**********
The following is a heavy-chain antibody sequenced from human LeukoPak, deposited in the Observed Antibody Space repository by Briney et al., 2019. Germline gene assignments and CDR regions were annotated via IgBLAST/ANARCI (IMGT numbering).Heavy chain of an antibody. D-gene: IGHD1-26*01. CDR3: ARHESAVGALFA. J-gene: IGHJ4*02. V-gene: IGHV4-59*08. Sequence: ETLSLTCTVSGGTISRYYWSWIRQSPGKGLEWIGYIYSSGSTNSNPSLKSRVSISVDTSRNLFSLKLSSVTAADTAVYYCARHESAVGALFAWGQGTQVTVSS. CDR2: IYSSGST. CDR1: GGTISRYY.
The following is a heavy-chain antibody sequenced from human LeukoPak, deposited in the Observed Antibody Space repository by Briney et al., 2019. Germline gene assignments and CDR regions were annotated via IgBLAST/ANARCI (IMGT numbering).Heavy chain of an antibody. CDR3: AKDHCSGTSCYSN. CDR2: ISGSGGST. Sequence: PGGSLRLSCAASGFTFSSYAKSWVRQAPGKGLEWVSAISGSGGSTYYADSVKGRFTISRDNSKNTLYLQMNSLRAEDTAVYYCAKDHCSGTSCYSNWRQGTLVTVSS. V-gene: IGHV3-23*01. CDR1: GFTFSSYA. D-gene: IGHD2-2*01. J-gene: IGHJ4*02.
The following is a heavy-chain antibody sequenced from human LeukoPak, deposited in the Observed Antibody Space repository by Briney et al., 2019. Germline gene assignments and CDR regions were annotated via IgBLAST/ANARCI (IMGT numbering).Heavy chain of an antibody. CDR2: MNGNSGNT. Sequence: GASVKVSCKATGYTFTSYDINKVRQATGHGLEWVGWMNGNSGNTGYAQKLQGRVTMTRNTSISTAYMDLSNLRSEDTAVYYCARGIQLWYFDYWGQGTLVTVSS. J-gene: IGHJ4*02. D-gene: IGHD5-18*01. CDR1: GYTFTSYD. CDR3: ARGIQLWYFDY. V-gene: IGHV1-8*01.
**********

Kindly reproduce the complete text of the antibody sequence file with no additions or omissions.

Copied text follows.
The following is a heavy-chain antibody sequenced from human LeukoPak, deposited in the Observed Antibody Space repository by Briney et al., 2019. Germline gene assignments and CDR regions were annotated via IgBLAST/ANARCI (IMGT numbering).Heavy chain of an antibody. D-gene: IGHD1-26*01. CDR3: ARHESAVGALFA. J-gene: IGHJ4*02. V-gene: IGHV4-59*08. Sequence: ETLSLTCTVSGGTISRYYWSWIRQSPGKGLEWIGYIYSSGSTNSNPSLKSRVSISVDTSRNLFSLKLSSVTAADTAVYYCARHESAVGALFAWGQGTQVTVSS. CDR2: IYSSGST. CDR1: GGTISRYY.
The following is a heavy-chain antibody sequenced from human LeukoPak, deposited in the Observed Antibody Space repository by Briney et al., 2019. Germline gene assignments and CDR regions were annotated via IgBLAST/ANARCI (IMGT numbering).Heavy chain of an antibody. CDR3: AKDHCSGTSCYSN. CDR2: ISGSGGST. Sequence: PGGSLRLSCAASGFTFSSYAKSWVRQAPGKGLEWVSAISGSGGSTYYADSVKGRFTISRDNSKNTLYLQMNSLRAEDTAVYYCAKDHCSGTSCYSNWRQGTLVTVSS. V-gene: IGHV3-23*01. CDR1: GFTFSSYA. D-gene: IGHD2-2*01. J-gene: IGHJ4*02.
The following is a heavy-chain antibody sequenced from human LeukoPak, deposited in the Observed Antibody Space repository by Briney et al., 2019. Germline gene assignments and CDR regions were annotated via IgBLAST/ANARCI (IMGT numbering).Heavy chain of an antibody. CDR2: MNGNSGNT. Sequence: GASVKVSCKATGYTFTSYDINKVRQATGHGLEWVGWMNGNSGNTGYAQKLQGRVTMTRNTSISTAYMDLSNLRSEDTAVYYCARGIQLWYFDYWGQGTLVTVSS. J-gene: IGHJ4*02. D-gene: IGHD5-18*01. CDR1: GYTFTSYD. CDR3: ARGIQLWYFDY. V-gene: IGHV1-8*01.